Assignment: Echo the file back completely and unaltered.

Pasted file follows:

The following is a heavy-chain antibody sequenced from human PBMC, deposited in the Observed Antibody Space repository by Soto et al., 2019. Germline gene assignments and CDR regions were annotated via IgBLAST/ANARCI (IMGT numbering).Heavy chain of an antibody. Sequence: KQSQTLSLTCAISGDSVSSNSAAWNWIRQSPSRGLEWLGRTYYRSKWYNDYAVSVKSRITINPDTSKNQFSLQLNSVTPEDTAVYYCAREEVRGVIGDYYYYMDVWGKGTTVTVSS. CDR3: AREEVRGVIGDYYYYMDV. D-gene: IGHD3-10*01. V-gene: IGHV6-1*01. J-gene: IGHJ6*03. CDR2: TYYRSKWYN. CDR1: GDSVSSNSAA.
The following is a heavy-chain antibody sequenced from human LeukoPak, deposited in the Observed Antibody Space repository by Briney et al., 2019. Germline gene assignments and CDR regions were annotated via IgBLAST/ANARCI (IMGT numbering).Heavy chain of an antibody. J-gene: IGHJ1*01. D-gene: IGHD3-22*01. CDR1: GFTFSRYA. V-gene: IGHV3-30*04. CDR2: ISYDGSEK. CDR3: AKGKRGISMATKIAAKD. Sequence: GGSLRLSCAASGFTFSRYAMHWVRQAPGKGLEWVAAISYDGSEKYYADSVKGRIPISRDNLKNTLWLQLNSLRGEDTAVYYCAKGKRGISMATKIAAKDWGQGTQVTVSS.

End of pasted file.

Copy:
The following is a heavy-chain antibody sequenced from human PBMC, deposited in the Observed Antibody Space repository by Soto et al., 2019. Germline gene assignments and CDR regions were annotated via IgBLAST/ANARCI (IMGT numbering).Heavy chain of an antibody. Sequence: KQSQTLSLTCAISGDSVSSNSAAWNWIRQSPSRGLEWLGRTYYRSKWYNDYAVSVKSRITINPDTSKNQFSLQLNSVTPEDTAVYYCAREEVRGVIGDYYYYMDVWGKGTTVTVSS. CDR3: AREEVRGVIGDYYYYMDV. D-gene: IGHD3-10*01. V-gene: IGHV6-1*01. J-gene: IGHJ6*03. CDR2: TYYRSKWYN. CDR1: GDSVSSNSAA.
The following is a heavy-chain antibody sequenced from human LeukoPak, deposited in the Observed Antibody Space repository by Briney et al., 2019. Germline gene assignments and CDR regions were annotated via IgBLAST/ANARCI (IMGT numbering).Heavy chain of an antibody. J-gene: IGHJ1*01. D-gene: IGHD3-22*01. CDR1: GFTFSRYA. V-gene: IGHV3-30*04. CDR2: ISYDGSEK. CDR3: AKGKRGISMATKIAAKD. Sequence: GGSLRLSCAASGFTFSRYAMHWVRQAPGKGLEWVAAISYDGSEKYYADSVKGRIPISRDNLKNTLWLQLNSLRGEDTAVYYCAKGKRGISMATKIAAKDWGQGTQVTVSS.